Hit discovery for GPCRs: HTS or virtual screens?
ABOUT THIS WEBINAR
G protein-coupled receptors (GPCRs) constitute the largest class of transmembrane proteins in the human genome and play important roles in disease pathogenesis, making them one of the largest classes of targets for therapeutics including blockbuster drugs such as Cimetidine, Olanzapine and Clopidogrel. Over 100 GPCRs in the human genome are classified as orphans: receptors whose endogenous ligands and biological function remain unknown. As such, these targets represent promising, yet challenging, targets for drug discovery.
We presented examples of diverse and complementary approaches to hit discovery performed in two ongoing drug discovery projects. First, we discussed our high-throughput screening (HTS) campaign for the orphan receptor GPCR174 including target rationale, assay development requirements and challenges, hit identification and hit confirmation and validation. For the Serotonin 2B receptor, we discussed the target selection rationale, a massive virtual screening approach including validation of docking approaches as well as shape and chemical features for hit identification, assay development for hit validation and early lead series identification.
Learning outcomes of this webinar:
- Lessons in developing a GPCR target rationale
- Understand GPCR assay development approaches and validation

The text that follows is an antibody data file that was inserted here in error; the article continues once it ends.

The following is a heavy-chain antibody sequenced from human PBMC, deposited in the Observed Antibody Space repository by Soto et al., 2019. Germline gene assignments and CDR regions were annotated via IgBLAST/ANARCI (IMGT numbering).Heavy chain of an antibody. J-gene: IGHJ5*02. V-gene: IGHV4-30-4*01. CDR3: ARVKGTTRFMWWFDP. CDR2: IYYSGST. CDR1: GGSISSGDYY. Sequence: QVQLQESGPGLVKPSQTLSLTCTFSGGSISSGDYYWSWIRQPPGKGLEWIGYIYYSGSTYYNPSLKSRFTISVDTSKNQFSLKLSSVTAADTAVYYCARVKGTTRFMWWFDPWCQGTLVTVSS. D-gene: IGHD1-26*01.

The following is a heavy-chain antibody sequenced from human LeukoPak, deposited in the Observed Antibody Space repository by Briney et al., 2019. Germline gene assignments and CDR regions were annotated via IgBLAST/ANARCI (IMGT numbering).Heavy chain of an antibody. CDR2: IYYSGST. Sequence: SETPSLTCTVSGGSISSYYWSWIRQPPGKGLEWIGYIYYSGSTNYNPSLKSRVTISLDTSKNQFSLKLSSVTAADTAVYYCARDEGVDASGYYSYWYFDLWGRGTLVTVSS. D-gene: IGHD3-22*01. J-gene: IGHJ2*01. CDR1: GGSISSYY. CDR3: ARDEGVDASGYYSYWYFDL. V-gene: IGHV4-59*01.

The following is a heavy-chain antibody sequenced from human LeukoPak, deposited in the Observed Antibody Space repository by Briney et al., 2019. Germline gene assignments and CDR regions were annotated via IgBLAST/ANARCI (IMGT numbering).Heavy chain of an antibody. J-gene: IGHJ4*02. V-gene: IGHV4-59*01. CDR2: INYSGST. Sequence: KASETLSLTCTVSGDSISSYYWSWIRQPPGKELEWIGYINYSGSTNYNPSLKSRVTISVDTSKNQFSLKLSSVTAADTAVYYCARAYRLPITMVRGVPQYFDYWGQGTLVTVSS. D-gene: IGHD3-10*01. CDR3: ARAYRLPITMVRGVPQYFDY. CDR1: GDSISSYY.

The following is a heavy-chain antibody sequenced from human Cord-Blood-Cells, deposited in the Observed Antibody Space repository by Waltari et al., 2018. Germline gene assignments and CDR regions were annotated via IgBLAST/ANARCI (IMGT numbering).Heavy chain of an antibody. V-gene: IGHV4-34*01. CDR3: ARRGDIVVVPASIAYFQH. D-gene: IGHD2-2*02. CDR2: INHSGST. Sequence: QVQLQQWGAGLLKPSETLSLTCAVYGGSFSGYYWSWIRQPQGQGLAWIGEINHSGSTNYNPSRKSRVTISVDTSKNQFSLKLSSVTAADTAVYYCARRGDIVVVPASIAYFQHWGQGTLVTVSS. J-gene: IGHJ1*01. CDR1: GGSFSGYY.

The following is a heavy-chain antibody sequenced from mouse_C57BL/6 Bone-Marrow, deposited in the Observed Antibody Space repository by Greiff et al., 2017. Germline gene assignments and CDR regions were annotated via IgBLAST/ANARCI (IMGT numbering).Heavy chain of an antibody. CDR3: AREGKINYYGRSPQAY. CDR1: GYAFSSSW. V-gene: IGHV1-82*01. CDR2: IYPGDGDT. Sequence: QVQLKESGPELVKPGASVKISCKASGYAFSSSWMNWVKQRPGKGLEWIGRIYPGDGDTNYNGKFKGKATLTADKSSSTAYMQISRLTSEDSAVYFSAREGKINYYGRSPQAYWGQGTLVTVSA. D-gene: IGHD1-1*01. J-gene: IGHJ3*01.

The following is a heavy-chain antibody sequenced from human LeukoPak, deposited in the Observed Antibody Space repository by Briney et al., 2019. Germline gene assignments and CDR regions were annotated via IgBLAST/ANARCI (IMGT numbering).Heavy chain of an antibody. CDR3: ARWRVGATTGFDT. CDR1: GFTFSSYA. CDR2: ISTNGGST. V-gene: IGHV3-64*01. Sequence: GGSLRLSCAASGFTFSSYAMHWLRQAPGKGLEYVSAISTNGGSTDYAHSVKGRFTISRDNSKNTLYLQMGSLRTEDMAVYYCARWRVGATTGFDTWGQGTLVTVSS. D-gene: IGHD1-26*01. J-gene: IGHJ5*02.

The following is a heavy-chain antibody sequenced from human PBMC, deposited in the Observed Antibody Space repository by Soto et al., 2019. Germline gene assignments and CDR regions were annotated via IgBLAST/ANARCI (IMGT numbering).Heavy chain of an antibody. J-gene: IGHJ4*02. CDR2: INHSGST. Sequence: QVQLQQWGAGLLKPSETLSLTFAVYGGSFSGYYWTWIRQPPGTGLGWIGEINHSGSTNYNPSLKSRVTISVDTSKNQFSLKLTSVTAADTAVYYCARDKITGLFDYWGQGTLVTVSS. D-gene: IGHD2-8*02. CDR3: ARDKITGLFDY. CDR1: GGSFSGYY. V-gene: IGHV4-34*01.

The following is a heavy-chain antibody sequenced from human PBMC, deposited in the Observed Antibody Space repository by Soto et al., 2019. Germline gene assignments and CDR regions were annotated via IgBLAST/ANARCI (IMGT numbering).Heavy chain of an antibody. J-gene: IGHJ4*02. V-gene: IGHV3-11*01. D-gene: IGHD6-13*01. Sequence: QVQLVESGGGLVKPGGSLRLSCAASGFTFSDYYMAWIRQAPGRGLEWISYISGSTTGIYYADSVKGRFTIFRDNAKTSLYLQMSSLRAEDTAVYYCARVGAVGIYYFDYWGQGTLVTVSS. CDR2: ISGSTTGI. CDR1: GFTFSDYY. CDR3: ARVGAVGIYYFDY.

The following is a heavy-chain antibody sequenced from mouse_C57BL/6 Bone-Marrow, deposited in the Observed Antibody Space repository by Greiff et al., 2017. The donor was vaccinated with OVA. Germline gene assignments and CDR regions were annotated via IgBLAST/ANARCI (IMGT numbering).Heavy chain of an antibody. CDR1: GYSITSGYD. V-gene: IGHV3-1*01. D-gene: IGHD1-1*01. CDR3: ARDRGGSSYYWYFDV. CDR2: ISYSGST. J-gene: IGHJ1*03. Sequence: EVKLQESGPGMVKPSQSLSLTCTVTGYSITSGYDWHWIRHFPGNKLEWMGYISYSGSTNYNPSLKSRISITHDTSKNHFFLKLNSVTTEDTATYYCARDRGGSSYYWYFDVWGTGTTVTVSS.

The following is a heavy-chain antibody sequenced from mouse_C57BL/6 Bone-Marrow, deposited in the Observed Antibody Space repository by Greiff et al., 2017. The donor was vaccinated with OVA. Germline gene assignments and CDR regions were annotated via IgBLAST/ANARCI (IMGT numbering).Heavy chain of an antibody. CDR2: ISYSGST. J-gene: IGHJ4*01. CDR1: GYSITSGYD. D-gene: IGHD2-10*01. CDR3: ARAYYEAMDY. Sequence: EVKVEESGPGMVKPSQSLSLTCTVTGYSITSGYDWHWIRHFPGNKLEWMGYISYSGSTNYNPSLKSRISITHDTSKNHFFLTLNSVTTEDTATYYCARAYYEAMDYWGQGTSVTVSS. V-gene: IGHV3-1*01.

- Explore GPCR high-throughput screening approaches and challenges
- Learn about GPCR virtual screening approaches and challenges.
Carleton Sage, Vice President, Computational Sciences
Dr Carleton Sage is the Vice President of Computational Sciences at Beacon Discovery. He has over 24 years of drug discovery experience in the biotech industry, most recently at Arena Pharmaceuticals where he was a Research Fellow in Computational Systems. There, he helped develop and apply novel computational approaches to GPCR drug discovery projects that led to more than a dozen molecules which entered pre-clinical and clinical development.
As a post-doctoral fellow, Dr Sage worked to elucidate the catalytic mechanism of Thymidylate Synthase (TS) and identify novel inhibitors of this anticancer target through a collaboration with Arris Pharmaceuticals focused on using novel computational methods. He went on to MetaXen, where he provided computational support to drug discovery projects and contributed to the development of novel algorithms for the prediction of ADME properties. He became Group Leader of Computational Sciences at Lion Biosciences, where he developed structure-based ADME prediction tools.
Dr Sage obtained his PhD in Biochemistry and Molecular Biology from the University of California, Santa Barbara.